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Restructuring Employment Relationships in a Period of Crisis: The Lessons From PSA Peugeot-Citroën, 2010-2014
Submitted by Stéphane Heim, Kyoto University on 2 mars 2016 - 10:08
Type de publication:Conference Paper
Source:Gerpisa colloquium, Paris (2016)
Mots-clés:convergence, employment relationships, PSA
Among the car makers that faced severe financial troubles in recent years, PSA Peugeot-Citroën appears symptomatic of the needs for car makers to explore new frontiers (organizational, technological, geographical, etc.). While at the beginning of the 2000s, the direction was more than optimistic, planning a production of more than 4 Mio vehicles in the mid-2000s, the firm experimented on the contrary very hard times in the following years. Since 2005, production is declining, and the 2008 financial crisis did only accentuate the tendency that guided PSA towards restructuring since 2010. In 2012, when the firm made official its plan to close a plant in Europe, the analysis produced by the direction of the causes of the financial problems was crystal-clear: the growing competition and diversification in Western Europe on its core segments (A, B, and C segments), coupled with the lack of internationalization and the overdependence on Europe were the roots of all evil. In other words, the firm was not prepared to tackle the challenges of product diversification (especially SUV and crossovers) and of development in emerging markets.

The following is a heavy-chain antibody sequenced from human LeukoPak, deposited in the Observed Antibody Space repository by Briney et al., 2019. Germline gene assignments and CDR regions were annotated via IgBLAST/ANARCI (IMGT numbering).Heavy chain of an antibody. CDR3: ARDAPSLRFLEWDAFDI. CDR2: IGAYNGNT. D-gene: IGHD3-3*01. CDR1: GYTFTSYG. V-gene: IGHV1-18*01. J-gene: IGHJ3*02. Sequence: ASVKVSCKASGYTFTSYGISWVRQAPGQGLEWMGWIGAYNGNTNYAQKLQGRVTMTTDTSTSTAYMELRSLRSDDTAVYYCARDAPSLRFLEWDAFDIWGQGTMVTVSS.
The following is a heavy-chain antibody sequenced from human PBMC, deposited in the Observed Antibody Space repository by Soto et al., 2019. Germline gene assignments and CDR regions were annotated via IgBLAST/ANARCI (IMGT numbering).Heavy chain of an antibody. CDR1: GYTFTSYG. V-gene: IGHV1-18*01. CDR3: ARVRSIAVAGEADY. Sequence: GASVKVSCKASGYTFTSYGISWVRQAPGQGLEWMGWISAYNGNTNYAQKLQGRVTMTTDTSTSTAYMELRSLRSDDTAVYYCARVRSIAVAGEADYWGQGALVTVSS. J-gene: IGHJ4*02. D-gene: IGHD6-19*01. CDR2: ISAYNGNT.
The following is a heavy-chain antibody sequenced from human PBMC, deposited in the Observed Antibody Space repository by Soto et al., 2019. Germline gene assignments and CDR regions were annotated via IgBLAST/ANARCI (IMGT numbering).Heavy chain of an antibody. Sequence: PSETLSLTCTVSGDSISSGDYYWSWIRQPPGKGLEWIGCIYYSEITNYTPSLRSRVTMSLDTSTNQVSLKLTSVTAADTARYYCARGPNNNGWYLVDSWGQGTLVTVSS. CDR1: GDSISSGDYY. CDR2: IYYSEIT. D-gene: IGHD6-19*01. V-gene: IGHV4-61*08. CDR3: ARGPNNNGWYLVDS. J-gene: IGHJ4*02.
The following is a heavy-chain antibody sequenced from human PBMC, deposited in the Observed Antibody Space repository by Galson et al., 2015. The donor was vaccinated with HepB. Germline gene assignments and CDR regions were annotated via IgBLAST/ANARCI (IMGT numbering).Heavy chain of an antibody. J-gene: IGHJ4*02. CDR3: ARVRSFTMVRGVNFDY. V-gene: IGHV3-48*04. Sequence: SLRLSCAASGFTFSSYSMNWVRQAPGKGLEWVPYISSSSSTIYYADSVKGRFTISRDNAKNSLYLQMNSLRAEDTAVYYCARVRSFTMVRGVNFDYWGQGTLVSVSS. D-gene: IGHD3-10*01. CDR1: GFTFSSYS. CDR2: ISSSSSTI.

This presentation, focusing on the trajectory of PSA since 15 years, aims at discussing both the growth model and the consecutive restructuring of the employment relationships entailed by such an analysis. How do financial downturn and consecutive productive internationalization impact employment relationships? Based on the observation between 2012 and 2014 of the restructuring plans of PSA, I will especially shed the light on the fact that if convergence of work organization at a regional, and even international level, is feasible, employment relationships are still grounded into national contexts. In turn, this situation creates the roots of some tenuous tensions between harmonized productive practices and context-bounded employment relationships. Moreover, the PSA case also constitutes a good mirror of the new growing principles of factory and HR management, and especially the outsourcing of expertise over work.